Federal Grant Aims To Help Non-Traditional Adult Students Get Higher Education At OCCC


Wednesday, October 5th 2022, 9:32 pm



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Oklahoma City Community College is getting more than $1 million to help older adults get a higher education. 

Those at the University said these resources are vital for a growing student population. More than 50% of the students at OCCC are minorities. 

The overall goal of this grant is to increase the number of non-traditional students who enroll in college. 

“We know that with first gen, low income, or marginalized populations sometimes the basic necessities are hard to come by,” said Crystal Mohamed, the OCCC Director Of the TRIO Grant Programs. 

“Either they need to learn English, maybe single parents, they could have transportation challenges, they could be having challenges gaining employment,” said Dora Licia Sandoval, the OCCC Director of Community Outreach Education.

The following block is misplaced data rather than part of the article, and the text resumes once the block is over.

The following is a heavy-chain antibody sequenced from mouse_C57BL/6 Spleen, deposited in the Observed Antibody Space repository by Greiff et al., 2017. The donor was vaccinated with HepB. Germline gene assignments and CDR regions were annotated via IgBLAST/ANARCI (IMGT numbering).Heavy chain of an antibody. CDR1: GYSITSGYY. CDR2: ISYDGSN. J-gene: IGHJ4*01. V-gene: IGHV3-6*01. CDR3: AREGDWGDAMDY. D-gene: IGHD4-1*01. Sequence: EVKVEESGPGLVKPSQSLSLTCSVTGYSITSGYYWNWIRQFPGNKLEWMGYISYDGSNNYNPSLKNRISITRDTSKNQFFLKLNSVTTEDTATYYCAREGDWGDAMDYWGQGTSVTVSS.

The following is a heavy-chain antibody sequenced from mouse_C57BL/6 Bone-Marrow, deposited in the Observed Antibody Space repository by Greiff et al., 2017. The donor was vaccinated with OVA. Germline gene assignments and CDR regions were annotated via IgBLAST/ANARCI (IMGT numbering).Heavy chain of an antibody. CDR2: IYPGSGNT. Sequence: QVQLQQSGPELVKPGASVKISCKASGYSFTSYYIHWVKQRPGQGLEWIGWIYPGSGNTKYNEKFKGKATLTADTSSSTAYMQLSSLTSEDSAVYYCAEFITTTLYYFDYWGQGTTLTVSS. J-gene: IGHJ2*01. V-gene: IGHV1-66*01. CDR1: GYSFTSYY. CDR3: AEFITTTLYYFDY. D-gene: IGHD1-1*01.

The new federal grant from the U.S. Department of Education will help more Oklahomans get a higher education through the university. Targeting Lincoln, Grady, Kingfisher, some areas of Oklahoma and Pottawatomie counties. 

“As a minority- female myself it is something really powerful to see the support and the help and assistance, just the desire to want to see me do better. Want to see individuals that look like me do better,” said Mohamed. 

“We do have a population most recently just over 60% of Hispanic/Latino students that are participating in our program. About 28% that are of Mexican heritage,” said Sandoval. 

The $1.16 million TRIO grant will help first generation, English as a second language, military families, and low-income Oklahomans. 

“We will be connecting individuals to GED resources, admissions application process, their FAFSA application. If students are defaulting on their student loans navigating that process,” said the OCCC Director Of the TRIO Grant Programs. 

Services former TRIO recipient Mohamed said could be the one piece of the puzzle needed to get a higher education. 

“Making them feel like they belong here, helping them minimize that imposter syndrome that they may have and feeling like ‘hey I’m not supposed to be here’ but they are…I’ve done it,” she said. 

The program is funded to serve 850 participants every year for the next five years. 


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